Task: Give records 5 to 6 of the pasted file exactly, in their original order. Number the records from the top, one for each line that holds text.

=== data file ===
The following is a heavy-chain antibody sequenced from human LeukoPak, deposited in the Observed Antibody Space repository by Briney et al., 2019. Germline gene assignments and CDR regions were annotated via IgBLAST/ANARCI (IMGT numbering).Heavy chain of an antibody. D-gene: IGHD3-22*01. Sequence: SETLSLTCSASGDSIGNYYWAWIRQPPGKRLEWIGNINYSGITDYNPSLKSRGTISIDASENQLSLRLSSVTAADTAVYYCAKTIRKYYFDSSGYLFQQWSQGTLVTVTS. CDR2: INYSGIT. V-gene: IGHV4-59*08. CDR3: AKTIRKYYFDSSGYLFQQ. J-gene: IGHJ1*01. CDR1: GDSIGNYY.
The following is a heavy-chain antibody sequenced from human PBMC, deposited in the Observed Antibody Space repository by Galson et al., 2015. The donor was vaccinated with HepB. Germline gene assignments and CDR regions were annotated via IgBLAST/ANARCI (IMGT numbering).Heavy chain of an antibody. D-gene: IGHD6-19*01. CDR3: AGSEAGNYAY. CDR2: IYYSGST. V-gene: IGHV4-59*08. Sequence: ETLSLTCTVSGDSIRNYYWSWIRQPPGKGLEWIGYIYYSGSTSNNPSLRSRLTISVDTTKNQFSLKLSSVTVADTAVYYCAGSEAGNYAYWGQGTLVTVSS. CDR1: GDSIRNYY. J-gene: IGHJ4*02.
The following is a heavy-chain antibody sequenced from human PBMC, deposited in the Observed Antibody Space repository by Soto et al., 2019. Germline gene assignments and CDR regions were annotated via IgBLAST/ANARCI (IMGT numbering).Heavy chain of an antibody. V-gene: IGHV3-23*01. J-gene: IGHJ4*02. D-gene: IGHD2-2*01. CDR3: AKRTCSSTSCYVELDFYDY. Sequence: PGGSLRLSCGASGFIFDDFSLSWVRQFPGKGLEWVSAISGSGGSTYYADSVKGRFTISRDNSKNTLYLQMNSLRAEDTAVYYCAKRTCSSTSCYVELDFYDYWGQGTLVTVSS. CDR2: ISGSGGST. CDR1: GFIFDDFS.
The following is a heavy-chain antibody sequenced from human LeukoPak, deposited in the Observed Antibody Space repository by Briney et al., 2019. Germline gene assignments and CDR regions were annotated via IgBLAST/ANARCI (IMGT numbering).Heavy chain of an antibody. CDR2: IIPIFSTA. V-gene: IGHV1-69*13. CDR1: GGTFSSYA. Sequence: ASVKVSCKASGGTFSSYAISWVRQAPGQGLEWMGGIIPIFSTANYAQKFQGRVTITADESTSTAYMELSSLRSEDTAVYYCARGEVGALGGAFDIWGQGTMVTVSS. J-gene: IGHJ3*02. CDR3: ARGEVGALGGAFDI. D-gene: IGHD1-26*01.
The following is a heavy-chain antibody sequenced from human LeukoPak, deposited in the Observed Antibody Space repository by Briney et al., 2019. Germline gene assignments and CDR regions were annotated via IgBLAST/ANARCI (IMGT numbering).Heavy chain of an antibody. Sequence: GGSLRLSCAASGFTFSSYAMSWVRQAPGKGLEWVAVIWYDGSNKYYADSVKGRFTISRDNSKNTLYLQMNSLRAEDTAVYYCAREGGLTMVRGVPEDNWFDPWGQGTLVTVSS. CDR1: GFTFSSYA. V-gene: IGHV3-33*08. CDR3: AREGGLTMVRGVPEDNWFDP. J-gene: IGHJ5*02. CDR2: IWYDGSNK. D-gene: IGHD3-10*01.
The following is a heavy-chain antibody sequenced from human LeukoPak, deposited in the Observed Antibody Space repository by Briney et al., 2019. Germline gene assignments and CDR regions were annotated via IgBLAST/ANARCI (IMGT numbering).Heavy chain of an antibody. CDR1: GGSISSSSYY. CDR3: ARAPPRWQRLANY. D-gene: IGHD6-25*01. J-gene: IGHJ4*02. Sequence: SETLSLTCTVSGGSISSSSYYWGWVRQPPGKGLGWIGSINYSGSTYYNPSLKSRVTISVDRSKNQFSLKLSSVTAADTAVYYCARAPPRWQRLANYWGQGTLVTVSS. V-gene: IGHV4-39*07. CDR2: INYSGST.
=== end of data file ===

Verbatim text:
The following is a heavy-chain antibody sequenced from human LeukoPak, deposited in the Observed Antibody Space repository by Briney et al., 2019. Germline gene assignments and CDR regions were annotated via IgBLAST/ANARCI (IMGT numbering).Heavy chain of an antibody. Sequence: GGSLRLSCAASGFTFSSYAMSWVRQAPGKGLEWVAVIWYDGSNKYYADSVKGRFTISRDNSKNTLYLQMNSLRAEDTAVYYCAREGGLTMVRGVPEDNWFDPWGQGTLVTVSS. CDR1: GFTFSSYA. V-gene: IGHV3-33*08. CDR3: AREGGLTMVRGVPEDNWFDP. J-gene: IGHJ5*02. CDR2: IWYDGSNK. D-gene: IGHD3-10*01.
The following is a heavy-chain antibody sequenced from human LeukoPak, deposited in the Observed Antibody Space repository by Briney et al., 2019. Germline gene assignments and CDR regions were annotated via IgBLAST/ANARCI (IMGT numbering).Heavy chain of an antibody. CDR1: GGSISSSSYY. CDR3: ARAPPRWQRLANY. D-gene: IGHD6-25*01. J-gene: IGHJ4*02. Sequence: SETLSLTCTVSGGSISSSSYYWGWVRQPPGKGLGWIGSINYSGSTYYNPSLKSRVTISVDRSKNQFSLKLSSVTAADTAVYYCARAPPRWQRLANYWGQGTLVTVSS. V-gene: IGHV4-39*07. CDR2: INYSGST.